Sleep deprived and running on pure adrenaline, I buzzed the door, greeted Cheb i, “Namaste,” quickly following up with my all-too common greeting, “Sorry I’m late.” I followed Cheb i up the stairs to his apartment, found a cozy spot on the floor in the living room, set down my bags, sifted out my little red notebook and launched into my first question.


“Wait, dear,” Cheb i said in a subdued voice. “Sit for a minute, chill. I made us some Turkish coffee.”


Cheb i went into the kitchen and came out with a serving platter and two petite cups of perfection. I had been so set on taking up as little of Cheb i’s time as possible, that I had almost forgotten to live in the moment. Cheb i quickly brought me back to the present. Sipping my coffee and chatting with Cheb i, I set into my surroundings---a dimly lit charming room filled with a seemingly infinite amount of CDs, mixing equipment, an assortment of DVDs---clearly Cheb i’s center for inspiration. “Do you take grass?” Cheb i asked as he pulled out a long, intricately designed, slender pipe. Those who knew Cheb i likely know that he was a chain smoker of sorts. I remained professional, but I knew that I needed to remove my “hurried journalist” hat and give this music mastermind and kindred spirit the space to share his story. I also knew that this would definitely be one of the most memorable interviews I’d ever do. And it was.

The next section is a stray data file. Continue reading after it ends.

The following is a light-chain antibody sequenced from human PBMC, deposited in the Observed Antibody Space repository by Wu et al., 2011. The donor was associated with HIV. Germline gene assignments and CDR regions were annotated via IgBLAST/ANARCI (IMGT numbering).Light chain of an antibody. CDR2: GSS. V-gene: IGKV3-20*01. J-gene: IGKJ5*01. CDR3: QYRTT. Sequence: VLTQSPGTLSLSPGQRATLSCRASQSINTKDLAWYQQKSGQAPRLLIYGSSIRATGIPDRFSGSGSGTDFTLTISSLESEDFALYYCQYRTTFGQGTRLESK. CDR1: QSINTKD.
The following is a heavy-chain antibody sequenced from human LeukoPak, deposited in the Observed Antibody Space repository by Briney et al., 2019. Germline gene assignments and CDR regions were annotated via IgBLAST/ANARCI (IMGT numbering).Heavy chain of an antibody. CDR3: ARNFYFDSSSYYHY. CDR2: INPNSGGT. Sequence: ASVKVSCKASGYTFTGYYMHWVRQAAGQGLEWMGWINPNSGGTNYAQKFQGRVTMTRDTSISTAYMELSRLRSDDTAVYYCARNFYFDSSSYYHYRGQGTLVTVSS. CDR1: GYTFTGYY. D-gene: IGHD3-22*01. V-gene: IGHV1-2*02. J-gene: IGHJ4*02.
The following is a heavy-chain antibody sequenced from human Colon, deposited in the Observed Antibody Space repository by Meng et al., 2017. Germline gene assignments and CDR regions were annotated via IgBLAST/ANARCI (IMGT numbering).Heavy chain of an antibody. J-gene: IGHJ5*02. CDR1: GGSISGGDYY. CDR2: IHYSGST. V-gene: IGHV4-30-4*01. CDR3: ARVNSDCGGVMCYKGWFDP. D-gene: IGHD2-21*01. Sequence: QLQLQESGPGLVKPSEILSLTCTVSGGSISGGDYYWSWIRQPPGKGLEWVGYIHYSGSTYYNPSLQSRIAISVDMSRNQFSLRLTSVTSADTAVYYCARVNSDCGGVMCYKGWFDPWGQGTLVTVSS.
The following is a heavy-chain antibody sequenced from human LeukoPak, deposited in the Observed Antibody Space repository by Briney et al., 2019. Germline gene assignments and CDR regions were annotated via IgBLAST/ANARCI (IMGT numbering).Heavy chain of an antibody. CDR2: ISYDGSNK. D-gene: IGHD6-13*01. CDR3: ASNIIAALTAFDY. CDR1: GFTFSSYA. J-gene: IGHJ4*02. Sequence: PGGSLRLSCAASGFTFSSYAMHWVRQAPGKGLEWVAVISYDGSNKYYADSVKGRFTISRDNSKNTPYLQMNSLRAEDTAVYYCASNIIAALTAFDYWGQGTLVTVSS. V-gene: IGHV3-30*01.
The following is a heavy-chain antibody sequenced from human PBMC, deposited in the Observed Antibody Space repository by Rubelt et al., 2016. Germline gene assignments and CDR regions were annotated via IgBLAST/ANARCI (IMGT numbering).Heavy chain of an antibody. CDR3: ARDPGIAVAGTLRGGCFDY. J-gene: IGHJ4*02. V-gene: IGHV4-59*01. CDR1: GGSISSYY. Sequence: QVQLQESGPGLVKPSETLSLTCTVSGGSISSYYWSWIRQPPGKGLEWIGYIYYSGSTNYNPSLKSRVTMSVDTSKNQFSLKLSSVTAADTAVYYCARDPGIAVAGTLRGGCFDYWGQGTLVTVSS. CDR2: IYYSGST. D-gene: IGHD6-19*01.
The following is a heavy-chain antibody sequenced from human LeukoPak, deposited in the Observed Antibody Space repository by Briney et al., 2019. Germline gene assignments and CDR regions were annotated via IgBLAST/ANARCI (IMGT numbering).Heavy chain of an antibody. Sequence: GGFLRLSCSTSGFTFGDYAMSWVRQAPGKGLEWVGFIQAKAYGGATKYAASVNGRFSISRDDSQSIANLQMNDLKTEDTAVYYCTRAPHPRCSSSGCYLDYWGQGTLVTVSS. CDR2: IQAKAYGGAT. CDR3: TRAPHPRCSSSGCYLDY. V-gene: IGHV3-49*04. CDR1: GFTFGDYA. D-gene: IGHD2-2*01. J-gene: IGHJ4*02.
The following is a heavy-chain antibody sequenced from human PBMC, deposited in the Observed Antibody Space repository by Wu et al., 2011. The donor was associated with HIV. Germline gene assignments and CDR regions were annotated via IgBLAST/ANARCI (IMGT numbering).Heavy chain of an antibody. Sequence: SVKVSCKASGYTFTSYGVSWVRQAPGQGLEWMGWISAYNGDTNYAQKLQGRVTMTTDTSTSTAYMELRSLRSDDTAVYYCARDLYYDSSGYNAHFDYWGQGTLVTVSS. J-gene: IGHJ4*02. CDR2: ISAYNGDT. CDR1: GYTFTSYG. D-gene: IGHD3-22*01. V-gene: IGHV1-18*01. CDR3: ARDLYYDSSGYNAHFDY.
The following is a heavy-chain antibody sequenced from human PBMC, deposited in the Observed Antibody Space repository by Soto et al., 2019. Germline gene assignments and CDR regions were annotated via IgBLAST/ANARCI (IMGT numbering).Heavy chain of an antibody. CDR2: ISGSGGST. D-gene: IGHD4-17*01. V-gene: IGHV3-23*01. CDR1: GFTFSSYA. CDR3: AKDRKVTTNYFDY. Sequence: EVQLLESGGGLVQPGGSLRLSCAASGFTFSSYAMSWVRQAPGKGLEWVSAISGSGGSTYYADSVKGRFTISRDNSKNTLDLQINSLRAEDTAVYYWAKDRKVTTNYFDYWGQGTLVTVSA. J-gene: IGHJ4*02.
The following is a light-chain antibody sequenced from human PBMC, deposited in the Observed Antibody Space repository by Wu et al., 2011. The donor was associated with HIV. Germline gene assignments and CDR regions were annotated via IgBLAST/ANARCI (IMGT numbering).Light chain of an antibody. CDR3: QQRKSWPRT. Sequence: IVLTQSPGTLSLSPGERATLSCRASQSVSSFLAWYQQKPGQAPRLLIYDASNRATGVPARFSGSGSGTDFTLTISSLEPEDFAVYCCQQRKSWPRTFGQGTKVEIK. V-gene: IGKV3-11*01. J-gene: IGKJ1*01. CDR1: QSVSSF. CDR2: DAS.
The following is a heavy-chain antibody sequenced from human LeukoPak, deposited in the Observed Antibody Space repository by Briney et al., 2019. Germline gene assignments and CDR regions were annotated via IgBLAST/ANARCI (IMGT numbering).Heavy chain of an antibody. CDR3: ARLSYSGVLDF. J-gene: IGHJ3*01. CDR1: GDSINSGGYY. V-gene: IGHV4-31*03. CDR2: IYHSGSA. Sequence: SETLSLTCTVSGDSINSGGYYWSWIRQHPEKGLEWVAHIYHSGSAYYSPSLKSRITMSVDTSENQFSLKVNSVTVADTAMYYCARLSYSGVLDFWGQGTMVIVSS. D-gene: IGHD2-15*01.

I had envisioned Cheb i Sabbah as the perfect candidate to share a piece of inspiration to be paired with the lesson in my book about the importance of eclecticism, living a life without borders. I’d loved that I could always count on Cheb i’s spinning for some shoulder-shaking Bhangra beats, hip-swaying Middle-Eastern, an intriguing mix of other world music, not to mention an extremely eclectic crowd. But, as I chatted with Cheb i, it quickly became clear—even if he did live a borderless life and bring all sorts of people together on the dance floor, he had no interest in being branded as “eclectic.”


“Umm.. I wouldn’t call my music eclectic,” Cheb i said. “It’s not that eclectic is a bad thing, or anything but…” We paused and laughed. “When I produce, every album has a different theme and I stick to that theme,” Chebi explained.


I decided to scratch my agenda, and simply chat with Cheb i about his music, his vision, his philosophies of life and more. I knew that Cheb i definitely had a universally applicable lesson that would have a home in my book, but it would take time and a lot more chatting to determine what that would be. By the end of the chat, I’d learn that Cheb I Sabbah was much more than a musician. Among other things, I’d learn that Cheb i was a firm believer in karma, that he believed that people had an obligation to “give back” in whatever form that they can, and that he was genuinely committed to making the world a better place. I would conclude that Cheb i was the best fit for the lesson about practicing karma.